The Mud Soldier :: Shared Description

The Mud Soldier sculpture was created from a composite of Passchendaele mud and sand by Belgian twin sister artists Damian and Killian Van Der Velden. Over four days, the sculpture will be largely washed away by rainfall.

The infamous WW1 Battle of Passchendaele 31st July 1917 to 10th October 1917 claimed around half a million Allied casualties killed, missing or wounded across a 15 mile front in Flanders. During the battle, 3,000 Allied guns fired over 5 million shells, destroying some of the German defences, but also the land drainage. The worst rain for 30 years created a treacherous mud-sodden battlefield that swallowed men, horses and machinery in what proved to be a futile waste of life. A negligible gain of territory claimed a life for every 2 square inches with 61 Victoria Crosses won and inspired Siegfried Sassoon to write "I died in Hell, they called it Passchendaele".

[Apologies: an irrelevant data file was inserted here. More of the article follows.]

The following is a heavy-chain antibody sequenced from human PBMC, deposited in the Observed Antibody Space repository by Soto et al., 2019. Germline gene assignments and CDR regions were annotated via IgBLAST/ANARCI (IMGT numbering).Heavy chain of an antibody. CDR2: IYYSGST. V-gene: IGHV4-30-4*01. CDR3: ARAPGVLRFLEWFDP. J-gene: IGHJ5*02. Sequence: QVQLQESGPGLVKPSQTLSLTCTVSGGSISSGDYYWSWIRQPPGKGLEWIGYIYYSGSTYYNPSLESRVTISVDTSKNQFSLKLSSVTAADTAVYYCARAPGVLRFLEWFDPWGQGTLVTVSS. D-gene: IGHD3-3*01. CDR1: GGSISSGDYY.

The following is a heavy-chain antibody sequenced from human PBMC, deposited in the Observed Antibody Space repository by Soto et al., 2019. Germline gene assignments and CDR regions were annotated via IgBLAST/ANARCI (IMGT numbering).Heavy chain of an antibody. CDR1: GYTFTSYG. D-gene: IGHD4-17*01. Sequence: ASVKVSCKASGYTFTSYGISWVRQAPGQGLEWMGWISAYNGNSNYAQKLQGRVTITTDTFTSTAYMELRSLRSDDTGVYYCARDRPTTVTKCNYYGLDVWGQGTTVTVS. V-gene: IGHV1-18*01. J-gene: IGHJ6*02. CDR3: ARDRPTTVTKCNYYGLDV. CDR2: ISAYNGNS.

by Richard Croft
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3 images use this description:

TQ2980 : Mud Soldier by Richard Croft
TQ2980 : Mud Soldier by Richard Croft
TQ2980 : Mud Soldier by Richard Croft

These Shared Descriptions are common to multiple images. For example, you can create a generic description for an object shown in a photo, and reuse the description on all photos of the object. All descriptions are public and shared between contributors, i.e. you can reuse a description created by others, just as they can use yours.
Created: Thu, 27 Jul 2017, Updated: Fri, 28 Jul 2017

The 'Shared Description' text on this page is Copyright 2017 Richard Croft, however it is specifically licensed so that contributors can reuse it on their own images without restriction.

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